As acceptance letters are mailed throughout the country this month, parents may begin to wonder, “How am I going to pay for GW?”
With tuition soaring and scarce financial aid resources being exacerbated by tight budgets and funding cuts, college is as expensive as ever. While schools and families will continue to look to traditional means of financial relief, they should also consider another non-traditional option.
GW should create a program allowing students to complete their undergraduate degrees in three years. This idea, championed by our very own former University President Stephen Joel Trachtenberg, can make a serious difference for families that are struggling financially.
The idea is to pack the traditional eight-semester undergraduate degree into six by having universities operate throughout the year. A three-year bachelor program can take numerous forms, such as having classes through traditional school year vacations, or by having students stay full time over the summer.
In schools where this idea has been implemented, students and families have seen their tuitions go down significantly. At Hartwick College, it is estimated that students save 25 percent in tuition by completing their degrees in three years, while at Lipscomb University three-year degree students save approximately $11,000 per year.
Why not experiment with a program that allows countless more aspiring young academics to pursue their goals of higher education?
There are also academic benefits to a three-year degree. Students who have a clear vision of what they want to study in school can achieve that faster without having to complete requirements that do not contribute to their intellectual pursuits. This allows some to enter the workforce faster and gain a competitive edge in their professions.
What are the benefits for universities? Trachtenberg wrote in a New York Times op-ed last year that a three-year degree will serve to “increase the number of students who can be accommodated during a four-year period, and reduce institutional costs per student.”?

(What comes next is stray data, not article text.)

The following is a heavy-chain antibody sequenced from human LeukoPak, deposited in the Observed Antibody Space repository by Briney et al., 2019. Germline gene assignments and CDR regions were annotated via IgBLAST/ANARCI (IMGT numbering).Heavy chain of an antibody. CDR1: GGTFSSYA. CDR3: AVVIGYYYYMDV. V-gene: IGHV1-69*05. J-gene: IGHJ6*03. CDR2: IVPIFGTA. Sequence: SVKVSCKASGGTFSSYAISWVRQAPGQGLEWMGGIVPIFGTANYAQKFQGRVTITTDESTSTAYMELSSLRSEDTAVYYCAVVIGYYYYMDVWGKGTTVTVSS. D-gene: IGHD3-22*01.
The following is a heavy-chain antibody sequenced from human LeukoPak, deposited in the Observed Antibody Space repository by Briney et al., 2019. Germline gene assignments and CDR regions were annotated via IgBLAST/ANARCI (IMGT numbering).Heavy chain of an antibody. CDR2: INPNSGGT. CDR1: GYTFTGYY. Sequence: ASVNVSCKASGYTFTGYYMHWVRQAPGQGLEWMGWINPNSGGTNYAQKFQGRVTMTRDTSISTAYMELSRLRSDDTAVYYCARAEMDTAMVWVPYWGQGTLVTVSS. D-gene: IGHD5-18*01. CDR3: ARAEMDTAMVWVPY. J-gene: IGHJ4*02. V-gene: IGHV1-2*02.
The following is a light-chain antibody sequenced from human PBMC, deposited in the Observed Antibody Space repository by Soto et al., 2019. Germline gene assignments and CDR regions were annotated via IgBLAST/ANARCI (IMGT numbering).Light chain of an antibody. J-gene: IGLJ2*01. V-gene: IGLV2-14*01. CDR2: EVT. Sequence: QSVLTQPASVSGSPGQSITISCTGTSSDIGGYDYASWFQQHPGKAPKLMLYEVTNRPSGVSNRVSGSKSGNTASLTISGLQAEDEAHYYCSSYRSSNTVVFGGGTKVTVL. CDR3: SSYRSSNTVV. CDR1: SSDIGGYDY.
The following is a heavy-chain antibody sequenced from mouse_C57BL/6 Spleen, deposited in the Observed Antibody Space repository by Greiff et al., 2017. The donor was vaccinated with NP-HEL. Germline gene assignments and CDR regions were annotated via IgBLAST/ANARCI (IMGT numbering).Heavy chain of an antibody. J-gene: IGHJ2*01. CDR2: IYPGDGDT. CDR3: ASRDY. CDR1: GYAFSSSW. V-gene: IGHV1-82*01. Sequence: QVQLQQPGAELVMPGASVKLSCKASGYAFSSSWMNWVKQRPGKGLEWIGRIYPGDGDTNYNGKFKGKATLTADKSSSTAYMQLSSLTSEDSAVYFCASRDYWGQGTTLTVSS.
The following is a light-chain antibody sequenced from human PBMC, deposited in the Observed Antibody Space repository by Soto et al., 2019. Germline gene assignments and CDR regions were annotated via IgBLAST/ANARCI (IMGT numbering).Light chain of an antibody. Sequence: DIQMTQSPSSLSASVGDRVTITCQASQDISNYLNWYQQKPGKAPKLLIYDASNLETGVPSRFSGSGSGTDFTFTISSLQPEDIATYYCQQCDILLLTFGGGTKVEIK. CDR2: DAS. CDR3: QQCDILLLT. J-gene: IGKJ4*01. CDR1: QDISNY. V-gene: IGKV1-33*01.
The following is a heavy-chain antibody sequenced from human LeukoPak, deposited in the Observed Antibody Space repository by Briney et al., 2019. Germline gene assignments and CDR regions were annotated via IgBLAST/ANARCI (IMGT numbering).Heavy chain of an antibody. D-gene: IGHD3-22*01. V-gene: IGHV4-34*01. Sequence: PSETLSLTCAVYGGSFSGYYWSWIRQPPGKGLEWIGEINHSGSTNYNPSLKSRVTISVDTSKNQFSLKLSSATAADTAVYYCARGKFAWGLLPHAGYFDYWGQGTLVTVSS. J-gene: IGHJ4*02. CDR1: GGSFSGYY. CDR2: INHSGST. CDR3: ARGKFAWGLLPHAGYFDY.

Universities can operate in a more efficient manner, as facilities that remain idle during the summer or prolonged vacations can be used.
The process of streamlining students in and out of school at a faster rate will serve to lessen the fees and expenses that universities typically accrue over a four-year period. This will allow universities to allocate their resources more effectively, allowing them to invest more in the student body and faculty.
A three-year undergraduate program is not for everyone. Some majors or fields of study might be best completed in four years. Furthermore, some students might want to complete school in the standard four years so as to have time to enjoy the traditional college experience.
An accelerated three-year program might certainly hinder one’s social life and ability to participate in extra-curricular activities, internships and jobs.
While these concerns are valid, it does not mean that students should not consider a three-year undergraduate program. The option to complete college in three years does not have to become standard, but we should recognize the benefits for students who are looking to relieve the financial burden of higher education. With thousands unable to achieve the essential dream of attending a university because it is unaffordable, there is no excuse for disregarding the idea of a three-year degree. Doing otherwise would be a great disservice to too many.
Dough Cohen, a sophomore majoring in political science, is a Hatchet columnist.